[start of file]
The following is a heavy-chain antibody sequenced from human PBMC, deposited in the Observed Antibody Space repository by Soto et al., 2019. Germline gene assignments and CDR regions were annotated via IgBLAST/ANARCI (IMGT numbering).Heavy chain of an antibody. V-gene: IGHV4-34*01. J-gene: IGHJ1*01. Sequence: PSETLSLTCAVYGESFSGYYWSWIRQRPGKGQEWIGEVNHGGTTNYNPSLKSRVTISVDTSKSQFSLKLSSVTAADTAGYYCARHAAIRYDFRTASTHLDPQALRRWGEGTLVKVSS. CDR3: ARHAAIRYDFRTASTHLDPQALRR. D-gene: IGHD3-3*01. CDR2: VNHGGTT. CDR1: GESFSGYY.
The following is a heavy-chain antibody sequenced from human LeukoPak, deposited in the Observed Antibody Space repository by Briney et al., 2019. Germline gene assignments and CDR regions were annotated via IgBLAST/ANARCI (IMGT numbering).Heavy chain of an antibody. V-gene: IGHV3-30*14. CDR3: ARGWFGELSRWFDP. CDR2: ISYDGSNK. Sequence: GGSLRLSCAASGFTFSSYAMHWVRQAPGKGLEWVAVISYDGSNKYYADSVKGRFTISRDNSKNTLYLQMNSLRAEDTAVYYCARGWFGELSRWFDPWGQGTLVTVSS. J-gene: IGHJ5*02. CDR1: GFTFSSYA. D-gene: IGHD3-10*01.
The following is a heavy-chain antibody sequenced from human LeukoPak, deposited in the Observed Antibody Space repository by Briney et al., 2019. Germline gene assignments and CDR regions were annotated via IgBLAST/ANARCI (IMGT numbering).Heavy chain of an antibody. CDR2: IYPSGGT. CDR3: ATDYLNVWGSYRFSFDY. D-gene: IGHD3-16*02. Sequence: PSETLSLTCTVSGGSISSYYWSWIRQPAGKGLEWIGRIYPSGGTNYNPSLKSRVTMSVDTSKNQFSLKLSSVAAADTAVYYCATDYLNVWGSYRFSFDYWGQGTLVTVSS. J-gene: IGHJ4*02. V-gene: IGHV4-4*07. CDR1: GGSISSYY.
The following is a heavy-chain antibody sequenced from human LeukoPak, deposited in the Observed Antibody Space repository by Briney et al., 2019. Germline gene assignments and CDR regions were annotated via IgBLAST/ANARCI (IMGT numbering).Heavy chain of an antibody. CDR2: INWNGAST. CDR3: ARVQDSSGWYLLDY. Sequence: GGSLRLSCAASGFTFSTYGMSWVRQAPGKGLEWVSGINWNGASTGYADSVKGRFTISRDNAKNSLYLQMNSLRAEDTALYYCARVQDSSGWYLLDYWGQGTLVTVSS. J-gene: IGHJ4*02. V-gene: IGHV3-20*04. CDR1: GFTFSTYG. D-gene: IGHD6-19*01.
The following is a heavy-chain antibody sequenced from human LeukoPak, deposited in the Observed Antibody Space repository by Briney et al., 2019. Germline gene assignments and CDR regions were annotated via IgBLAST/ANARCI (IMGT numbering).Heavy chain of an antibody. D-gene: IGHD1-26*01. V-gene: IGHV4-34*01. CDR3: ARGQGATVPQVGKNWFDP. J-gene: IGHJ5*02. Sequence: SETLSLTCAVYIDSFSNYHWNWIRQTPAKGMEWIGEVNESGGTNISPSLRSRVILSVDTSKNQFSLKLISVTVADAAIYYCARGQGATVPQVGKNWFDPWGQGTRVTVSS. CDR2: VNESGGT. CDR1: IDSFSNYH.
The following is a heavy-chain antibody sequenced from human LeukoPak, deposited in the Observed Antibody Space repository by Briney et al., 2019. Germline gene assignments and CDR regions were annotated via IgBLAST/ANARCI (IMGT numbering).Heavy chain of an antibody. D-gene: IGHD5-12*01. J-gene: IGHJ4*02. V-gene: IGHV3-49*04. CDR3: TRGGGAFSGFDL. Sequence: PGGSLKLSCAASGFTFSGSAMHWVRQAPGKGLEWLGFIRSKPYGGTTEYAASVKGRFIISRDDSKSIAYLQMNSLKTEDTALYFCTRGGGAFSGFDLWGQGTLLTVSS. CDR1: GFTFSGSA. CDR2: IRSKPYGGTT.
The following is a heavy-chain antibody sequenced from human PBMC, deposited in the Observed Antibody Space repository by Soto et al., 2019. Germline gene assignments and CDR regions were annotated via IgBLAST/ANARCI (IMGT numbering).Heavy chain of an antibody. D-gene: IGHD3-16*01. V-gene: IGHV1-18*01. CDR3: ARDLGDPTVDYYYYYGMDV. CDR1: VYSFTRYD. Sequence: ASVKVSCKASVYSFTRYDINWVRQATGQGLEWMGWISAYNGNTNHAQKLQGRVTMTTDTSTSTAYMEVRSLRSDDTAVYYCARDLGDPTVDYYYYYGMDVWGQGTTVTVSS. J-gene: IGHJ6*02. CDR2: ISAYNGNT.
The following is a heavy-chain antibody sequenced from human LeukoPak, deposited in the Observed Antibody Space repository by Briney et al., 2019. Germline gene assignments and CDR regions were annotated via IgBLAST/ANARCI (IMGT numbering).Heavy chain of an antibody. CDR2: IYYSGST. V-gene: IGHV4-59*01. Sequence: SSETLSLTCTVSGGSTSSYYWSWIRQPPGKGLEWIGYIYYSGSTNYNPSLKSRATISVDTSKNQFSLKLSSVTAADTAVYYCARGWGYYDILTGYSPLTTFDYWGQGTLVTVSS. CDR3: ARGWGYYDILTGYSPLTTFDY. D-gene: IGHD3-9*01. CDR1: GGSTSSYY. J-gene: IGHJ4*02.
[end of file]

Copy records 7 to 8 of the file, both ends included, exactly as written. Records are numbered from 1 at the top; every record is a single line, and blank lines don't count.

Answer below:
The following is a heavy-chain antibody sequenced from human PBMC, deposited in the Observed Antibody Space repository by Soto et al., 2019. Germline gene assignments and CDR regions were annotated via IgBLAST/ANARCI (IMGT numbering).Heavy chain of an antibody. D-gene: IGHD3-16*01. V-gene: IGHV1-18*01. CDR3: ARDLGDPTVDYYYYYGMDV. CDR1: VYSFTRYD. Sequence: ASVKVSCKASVYSFTRYDINWVRQATGQGLEWMGWISAYNGNTNHAQKLQGRVTMTTDTSTSTAYMEVRSLRSDDTAVYYCARDLGDPTVDYYYYYGMDVWGQGTTVTVSS. J-gene: IGHJ6*02. CDR2: ISAYNGNT.
The following is a heavy-chain antibody sequenced from human LeukoPak, deposited in the Observed Antibody Space repository by Briney et al., 2019. Germline gene assignments and CDR regions were annotated via IgBLAST/ANARCI (IMGT numbering).Heavy chain of an antibody. CDR2: IYYSGST. V-gene: IGHV4-59*01. Sequence: SSETLSLTCTVSGGSTSSYYWSWIRQPPGKGLEWIGYIYYSGSTNYNPSLKSRATISVDTSKNQFSLKLSSVTAADTAVYYCARGWGYYDILTGYSPLTTFDYWGQGTLVTVSS. CDR3: ARGWGYYDILTGYSPLTTFDY. D-gene: IGHD3-9*01. CDR1: GGSTSSYY. J-gene: IGHJ4*02.